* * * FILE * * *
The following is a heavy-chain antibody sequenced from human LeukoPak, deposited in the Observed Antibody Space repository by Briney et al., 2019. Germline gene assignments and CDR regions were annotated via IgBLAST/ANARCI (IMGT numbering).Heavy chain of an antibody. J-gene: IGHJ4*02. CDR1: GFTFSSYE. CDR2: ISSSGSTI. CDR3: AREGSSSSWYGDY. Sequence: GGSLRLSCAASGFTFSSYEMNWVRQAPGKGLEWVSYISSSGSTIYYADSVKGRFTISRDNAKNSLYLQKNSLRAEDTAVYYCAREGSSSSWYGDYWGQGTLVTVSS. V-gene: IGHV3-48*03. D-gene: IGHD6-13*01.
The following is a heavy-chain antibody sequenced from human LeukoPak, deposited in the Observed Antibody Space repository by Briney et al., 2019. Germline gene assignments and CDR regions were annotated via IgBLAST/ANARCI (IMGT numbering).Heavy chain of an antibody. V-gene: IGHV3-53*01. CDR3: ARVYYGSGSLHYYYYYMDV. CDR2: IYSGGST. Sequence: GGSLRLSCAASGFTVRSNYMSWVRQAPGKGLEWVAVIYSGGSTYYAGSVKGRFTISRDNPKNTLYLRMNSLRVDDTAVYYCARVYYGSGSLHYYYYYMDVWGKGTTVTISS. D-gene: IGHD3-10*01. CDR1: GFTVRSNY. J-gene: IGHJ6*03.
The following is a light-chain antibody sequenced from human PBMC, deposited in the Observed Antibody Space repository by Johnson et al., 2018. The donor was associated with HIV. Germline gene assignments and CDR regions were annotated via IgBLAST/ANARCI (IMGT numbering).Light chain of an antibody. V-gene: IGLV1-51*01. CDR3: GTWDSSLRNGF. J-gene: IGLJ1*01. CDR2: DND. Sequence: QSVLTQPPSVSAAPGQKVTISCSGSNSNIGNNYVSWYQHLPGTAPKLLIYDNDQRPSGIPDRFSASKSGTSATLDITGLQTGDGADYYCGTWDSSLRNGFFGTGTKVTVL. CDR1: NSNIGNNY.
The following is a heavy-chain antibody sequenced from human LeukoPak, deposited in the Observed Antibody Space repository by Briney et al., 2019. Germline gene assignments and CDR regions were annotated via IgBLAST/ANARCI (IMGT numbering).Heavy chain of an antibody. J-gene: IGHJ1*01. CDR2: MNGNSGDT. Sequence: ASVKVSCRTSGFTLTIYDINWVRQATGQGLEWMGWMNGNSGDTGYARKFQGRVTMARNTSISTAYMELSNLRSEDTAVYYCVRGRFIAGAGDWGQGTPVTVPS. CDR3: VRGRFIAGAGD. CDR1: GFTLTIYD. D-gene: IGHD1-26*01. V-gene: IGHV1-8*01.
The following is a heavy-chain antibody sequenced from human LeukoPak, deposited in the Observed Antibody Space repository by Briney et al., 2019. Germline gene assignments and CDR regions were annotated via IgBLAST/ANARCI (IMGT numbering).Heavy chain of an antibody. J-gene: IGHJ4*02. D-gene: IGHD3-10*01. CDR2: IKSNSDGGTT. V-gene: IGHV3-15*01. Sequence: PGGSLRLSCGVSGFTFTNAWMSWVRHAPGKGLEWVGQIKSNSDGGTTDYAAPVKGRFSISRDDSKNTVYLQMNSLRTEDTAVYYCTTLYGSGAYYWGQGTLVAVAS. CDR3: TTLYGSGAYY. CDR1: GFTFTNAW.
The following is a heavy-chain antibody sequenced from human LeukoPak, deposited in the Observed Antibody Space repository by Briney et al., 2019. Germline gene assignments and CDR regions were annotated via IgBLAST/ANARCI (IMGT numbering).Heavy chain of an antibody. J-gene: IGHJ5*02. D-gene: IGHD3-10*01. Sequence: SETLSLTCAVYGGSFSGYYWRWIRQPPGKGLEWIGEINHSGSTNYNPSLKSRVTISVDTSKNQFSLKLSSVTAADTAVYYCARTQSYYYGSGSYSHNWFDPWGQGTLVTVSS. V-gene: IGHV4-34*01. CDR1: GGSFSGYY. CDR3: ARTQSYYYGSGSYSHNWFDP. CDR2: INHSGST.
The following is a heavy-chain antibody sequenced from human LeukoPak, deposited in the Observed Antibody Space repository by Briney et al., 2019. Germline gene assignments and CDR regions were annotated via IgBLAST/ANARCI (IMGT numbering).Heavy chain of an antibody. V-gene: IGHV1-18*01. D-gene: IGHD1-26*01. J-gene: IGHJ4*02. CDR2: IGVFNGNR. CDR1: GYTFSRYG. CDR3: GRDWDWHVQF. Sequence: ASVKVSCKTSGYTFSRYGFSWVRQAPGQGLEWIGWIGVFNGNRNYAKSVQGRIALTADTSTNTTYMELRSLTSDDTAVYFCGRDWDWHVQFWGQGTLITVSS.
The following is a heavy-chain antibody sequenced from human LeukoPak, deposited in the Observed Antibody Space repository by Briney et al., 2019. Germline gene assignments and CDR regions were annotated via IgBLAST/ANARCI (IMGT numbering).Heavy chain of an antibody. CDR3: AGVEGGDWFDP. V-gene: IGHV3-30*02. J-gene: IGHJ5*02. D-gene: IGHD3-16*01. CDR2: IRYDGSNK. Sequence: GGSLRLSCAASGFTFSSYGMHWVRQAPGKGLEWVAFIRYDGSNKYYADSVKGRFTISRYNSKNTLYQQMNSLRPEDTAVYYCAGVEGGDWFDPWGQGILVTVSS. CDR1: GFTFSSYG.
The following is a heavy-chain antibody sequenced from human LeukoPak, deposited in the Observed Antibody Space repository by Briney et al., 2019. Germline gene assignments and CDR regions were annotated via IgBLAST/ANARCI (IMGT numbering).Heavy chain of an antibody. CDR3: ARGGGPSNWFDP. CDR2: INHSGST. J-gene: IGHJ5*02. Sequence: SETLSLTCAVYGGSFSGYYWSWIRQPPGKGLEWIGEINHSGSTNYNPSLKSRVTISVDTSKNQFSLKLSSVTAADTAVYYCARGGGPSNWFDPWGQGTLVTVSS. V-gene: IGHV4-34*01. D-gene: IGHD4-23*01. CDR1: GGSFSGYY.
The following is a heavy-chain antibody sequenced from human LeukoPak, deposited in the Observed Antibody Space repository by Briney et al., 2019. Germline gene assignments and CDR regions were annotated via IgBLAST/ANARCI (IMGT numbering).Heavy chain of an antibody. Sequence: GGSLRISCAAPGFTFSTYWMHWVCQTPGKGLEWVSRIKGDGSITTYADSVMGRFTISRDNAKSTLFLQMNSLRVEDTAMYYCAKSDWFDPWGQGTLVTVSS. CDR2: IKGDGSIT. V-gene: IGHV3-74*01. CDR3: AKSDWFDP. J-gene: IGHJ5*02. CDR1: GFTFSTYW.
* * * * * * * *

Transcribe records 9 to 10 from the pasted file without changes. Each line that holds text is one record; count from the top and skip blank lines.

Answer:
The following is a heavy-chain antibody sequenced from human LeukoPak, deposited in the Observed Antibody Space repository by Briney et al., 2019. Germline gene assignments and CDR regions were annotated via IgBLAST/ANARCI (IMGT numbering).Heavy chain of an antibody. CDR3: ARGGGPSNWFDP. CDR2: INHSGST. J-gene: IGHJ5*02. Sequence: SETLSLTCAVYGGSFSGYYWSWIRQPPGKGLEWIGEINHSGSTNYNPSLKSRVTISVDTSKNQFSLKLSSVTAADTAVYYCARGGGPSNWFDPWGQGTLVTVSS. V-gene: IGHV4-34*01. D-gene: IGHD4-23*01. CDR1: GGSFSGYY.
The following is a heavy-chain antibody sequenced from human LeukoPak, deposited in the Observed Antibody Space repository by Briney et al., 2019. Germline gene assignments and CDR regions were annotated via IgBLAST/ANARCI (IMGT numbering).Heavy chain of an antibody. Sequence: GGSLRISCAAPGFTFSTYWMHWVCQTPGKGLEWVSRIKGDGSITTYADSVMGRFTISRDNAKSTLFLQMNSLRVEDTAMYYCAKSDWFDPWGQGTLVTVSS. CDR2: IKGDGSIT. V-gene: IGHV3-74*01. CDR3: AKSDWFDP. J-gene: IGHJ5*02. CDR1: GFTFSTYW.